A stock split is a corporate action event instructed by a company’s management team that changes the number of total shares in circulation.
If the company’s valuation remains the same whilst the stock split is processed, an increase in the quantity of shares available will result in the price of each share falling in value.
If, for example, the total number of shares is doubled in a two-for-one stock split, then the price of each share will fall by 50%. Each shareholder would hold twice as many shares as before, but each one of those shares would be half the value they previously were. Therefore, there is no change to the net value of the holding, but there is a change in the number of shares held.
Stock splits do not imply any change to the company’s day-to-day business operations. They are more of an accounting procedure firms use to manage the price of their shares on stock exchanges on which they are listed. The terms of the stock split, including the ratio of the split, and the date on which it will take place, are set by the company’s management and announced to the market in advance.
Why Do Firms Carry Out Stock Splits?
Although stock splits are a relatively straightforward process, there is still the question of why firms consider doing them at all. There are administration costs to consider, which will ultimately be passed on to shareholders in terms of a cost item on the balance sheet. There are also challenges relating to the price of a stock apparently ‘tanking’ overnight.
Cultural Reasons For Stock Splits
One reason that firms decide to put a stock split through is that investors get used to the way stocks are priced on a particular exchange. In the US, stock prices have historically ranged from $50 up to several hundred dollars. Dow and Cisco started 2022 trading near the $50 level, and Goldman Sachs and Home Depot, at the same time, were trading close to $400 per share. Apart from United Health ($460), the remainder of the firms in the index are priced between those lower and upper levels.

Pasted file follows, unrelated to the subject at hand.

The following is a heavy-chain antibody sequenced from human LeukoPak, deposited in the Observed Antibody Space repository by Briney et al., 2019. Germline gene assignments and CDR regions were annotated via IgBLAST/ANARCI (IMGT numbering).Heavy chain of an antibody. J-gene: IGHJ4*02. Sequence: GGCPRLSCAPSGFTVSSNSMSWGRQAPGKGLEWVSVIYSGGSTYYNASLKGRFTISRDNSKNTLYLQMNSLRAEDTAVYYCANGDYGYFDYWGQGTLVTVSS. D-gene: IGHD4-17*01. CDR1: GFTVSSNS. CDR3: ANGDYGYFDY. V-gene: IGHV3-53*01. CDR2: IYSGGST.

Anyone considering buying stock in a company might question those that are much higher or lower than the expected range. Companies are keen for their stock to attract attention from as wide a range of buyers as possible. Any kind of buying pressure supports the share price, so having a stock that has a price that is ‘off the scale’ or even ‘just a little bit odd’ puts unnecessary barriers in the way of attracting new investors.
Practical Reasons For Stock Splits
There is a more practical reason used to justify processing a stock split. This relates to the challenges facing investors with smaller sums of capital to invest. If a retail investor with $1,000 was looking to buy US tech stocks and follow the traditional advice of diversifying their capital across a range of positions, they would be challenged by Microsoft, Netflix and Nvidia having respective stock prices in the region of $300, $380, $230. Unless that individual’s broker offered ‘fractional trading’, then buying one Alphabet share for a price in the region of $2,600 would be out of the question.
Case Study – Tesla Stock Split
Tesla split its stock on a 5:1 basis in 2020. It followed a tweet from the enigmatic head of the firm Elon Musk, which stated that Tesla stock was “too expensive imo” (source: Twitter). The comment by Musk didn’t refer to the underlying valuation but to the nominal price of one share, which he stated was at a level that was prohibiting investors from being able to buy Tesla stock.
The reorganisation was announced on 11th August, and at the close of trading on 28th August, each investor received four new shares for each Tesla stock they were holding. The stock price readjusted from being as high as $2,213 in the week running up to the stock split August to open trading on 31st August at $418.